Here's the considerably delayed second installment of my May 19 blog post about a City Club program regarding progress in redeveloping Salem's downtown area. That post showed slides of the planned conversion of the Truitt Brothers cannery into a vibrant mixed use development.
Now I'll share slides presented by Shelly Ehenger, Urban Development Program Manager for the City of Salem.
Ehenger started off by showing the boundary of the Downtown Urban Renewal Area, where leveraging of property tax assessments can be used to promote improvements. She noted that the cannery isn't part of that area, but there are other ways the City of Salem can help with the redevelopment.
The Holman Riverfront Hotel is a new addition to downtown. The photo on the left is of two happy guests who were among the first to stay at the hotel and said they enjoyed their time in Salem. There's no parking at the hotel, which uses a nearby city parking structure for valet parking.
My daughter's first job while she was in high school was at Nordstrom. I think she just about broke even, since part of her job was to handle women's clothing that was reduced in price and she'd see so many cute items, she couldn't resist using her employee discount to buy them. So when Nordstrom closed, that was a shock, given the pleasant memories I and many others had of the store.
But the location is being used for the Rivenwood apartments, which have some affordable housing along with a rooftop deck. The $25 million project has an impact of 350 jobs, according to Ehenger.
A downtown streetscape program has been in the works for quite a few years. I recall that the initial plans were more dramatic than the relatively small changes to downtown that have been made so far. But Ehenger said this is a multi-year project that won't be complete until 8-10 years from now.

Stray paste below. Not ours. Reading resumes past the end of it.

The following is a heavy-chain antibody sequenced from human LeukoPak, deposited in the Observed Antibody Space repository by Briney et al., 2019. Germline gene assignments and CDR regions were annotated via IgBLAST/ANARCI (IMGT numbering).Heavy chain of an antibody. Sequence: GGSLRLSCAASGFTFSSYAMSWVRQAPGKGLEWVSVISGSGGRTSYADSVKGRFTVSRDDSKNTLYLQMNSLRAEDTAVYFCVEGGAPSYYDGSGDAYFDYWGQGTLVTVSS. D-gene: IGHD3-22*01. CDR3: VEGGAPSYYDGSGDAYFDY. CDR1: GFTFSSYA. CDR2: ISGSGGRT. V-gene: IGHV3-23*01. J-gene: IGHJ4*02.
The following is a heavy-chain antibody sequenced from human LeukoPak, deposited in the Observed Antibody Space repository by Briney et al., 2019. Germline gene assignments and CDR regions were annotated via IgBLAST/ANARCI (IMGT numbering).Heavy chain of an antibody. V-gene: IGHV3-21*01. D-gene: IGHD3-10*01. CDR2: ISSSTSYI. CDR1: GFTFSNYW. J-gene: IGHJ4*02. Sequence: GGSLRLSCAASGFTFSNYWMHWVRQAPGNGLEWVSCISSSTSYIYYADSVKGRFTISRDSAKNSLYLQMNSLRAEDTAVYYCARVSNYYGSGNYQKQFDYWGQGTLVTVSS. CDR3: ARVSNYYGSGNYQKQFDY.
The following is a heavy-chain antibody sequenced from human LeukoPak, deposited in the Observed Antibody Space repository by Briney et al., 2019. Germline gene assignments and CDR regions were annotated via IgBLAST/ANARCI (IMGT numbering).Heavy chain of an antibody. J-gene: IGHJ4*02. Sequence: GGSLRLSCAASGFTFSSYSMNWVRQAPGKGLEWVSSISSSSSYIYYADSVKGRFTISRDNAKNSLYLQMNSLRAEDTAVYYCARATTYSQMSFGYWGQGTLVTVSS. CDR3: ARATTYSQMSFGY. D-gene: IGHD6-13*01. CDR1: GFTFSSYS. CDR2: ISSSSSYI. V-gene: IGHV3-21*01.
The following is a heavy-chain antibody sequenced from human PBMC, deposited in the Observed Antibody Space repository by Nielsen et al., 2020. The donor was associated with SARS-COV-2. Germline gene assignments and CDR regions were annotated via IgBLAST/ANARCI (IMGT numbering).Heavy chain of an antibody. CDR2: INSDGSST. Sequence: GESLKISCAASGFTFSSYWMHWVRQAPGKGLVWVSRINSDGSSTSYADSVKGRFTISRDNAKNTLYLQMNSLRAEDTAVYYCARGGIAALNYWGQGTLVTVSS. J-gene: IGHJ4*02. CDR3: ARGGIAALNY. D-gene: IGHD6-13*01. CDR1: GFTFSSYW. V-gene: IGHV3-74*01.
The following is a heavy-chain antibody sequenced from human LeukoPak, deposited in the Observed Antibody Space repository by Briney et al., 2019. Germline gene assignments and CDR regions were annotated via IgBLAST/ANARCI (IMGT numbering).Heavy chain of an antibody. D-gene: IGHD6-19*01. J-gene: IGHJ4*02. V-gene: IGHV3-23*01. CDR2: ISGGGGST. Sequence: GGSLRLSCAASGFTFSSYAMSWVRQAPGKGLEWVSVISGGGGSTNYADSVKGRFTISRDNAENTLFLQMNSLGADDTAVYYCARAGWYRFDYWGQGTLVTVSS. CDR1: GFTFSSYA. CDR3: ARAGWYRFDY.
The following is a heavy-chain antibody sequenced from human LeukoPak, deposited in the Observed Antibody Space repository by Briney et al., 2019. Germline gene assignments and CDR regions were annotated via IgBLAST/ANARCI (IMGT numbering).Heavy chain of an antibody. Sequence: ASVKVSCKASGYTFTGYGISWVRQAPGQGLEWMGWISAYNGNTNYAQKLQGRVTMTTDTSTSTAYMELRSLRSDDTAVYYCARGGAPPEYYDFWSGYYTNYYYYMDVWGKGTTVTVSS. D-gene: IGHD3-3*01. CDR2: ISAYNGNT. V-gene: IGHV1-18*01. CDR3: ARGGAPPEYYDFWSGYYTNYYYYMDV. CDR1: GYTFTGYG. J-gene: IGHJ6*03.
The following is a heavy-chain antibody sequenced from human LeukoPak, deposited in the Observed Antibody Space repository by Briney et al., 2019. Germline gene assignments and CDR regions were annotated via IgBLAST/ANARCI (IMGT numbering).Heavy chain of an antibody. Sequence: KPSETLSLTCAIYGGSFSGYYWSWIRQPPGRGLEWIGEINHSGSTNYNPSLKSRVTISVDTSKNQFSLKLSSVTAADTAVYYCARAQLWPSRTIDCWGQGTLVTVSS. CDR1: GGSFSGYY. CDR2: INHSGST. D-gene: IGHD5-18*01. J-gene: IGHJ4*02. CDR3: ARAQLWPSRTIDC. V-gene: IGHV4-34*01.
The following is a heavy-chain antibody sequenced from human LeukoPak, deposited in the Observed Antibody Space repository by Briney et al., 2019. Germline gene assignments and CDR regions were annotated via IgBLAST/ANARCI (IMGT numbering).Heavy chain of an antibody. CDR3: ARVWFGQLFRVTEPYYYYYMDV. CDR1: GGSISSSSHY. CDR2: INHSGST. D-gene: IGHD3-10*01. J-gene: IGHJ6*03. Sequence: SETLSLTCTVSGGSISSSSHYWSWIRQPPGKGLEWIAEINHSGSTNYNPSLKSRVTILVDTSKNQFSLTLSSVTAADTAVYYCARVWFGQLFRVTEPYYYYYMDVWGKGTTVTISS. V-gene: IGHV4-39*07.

The conversion of several blocks of Court Street has been completed since the City Club presentation. Shifting to a two-way street from a one-way street is intended to make traffic go slower and make people more aware of what's around them by focusing on both sides of the street.
The Union Street bike lane will run from Summer Street to Front Street.
The City of Salem used urban renewal funds to purchase the block that used to hold the Union Gospel Mission and Saffron Supply. Those buildings have been demolished. The city is looking for potential developers for a mixed use development with both market rate and affordable housing. Green building will be encouraged in line with Salem's Climate Action Plan.
The city has also purchased the property outlined in the slide above. It was supposed to be used for a Marquis rehabilitation facility along with some ground floor retail, but Marquis decided that plan wasn't feasible. That's good, since it always seemed crazy to me to have a medical facility on prime property near the riverfront.
In the Q&A session I asked Ehenger why the City of Salem thought it made sense to use public funds to acquire the property as an "opportunity purchase," noting that to me it looked like Marquis got a great opportunity to easily sell their property after they couldn't use it. Why not let Marquis find a buyer for it?
Ehenger didn't directly answer my question. She did say that by buying the property, the city can control to some extent what is built there, which should include housing. I've been critical of how the City of Salem has used urban renewal funds, but I liked how Ehenger conducted herself and had a pleasant conversation with her after the meeting concluded.
I guess we'll just have to wait and see if the city's purchase of the Marquis property ends up with a positive development.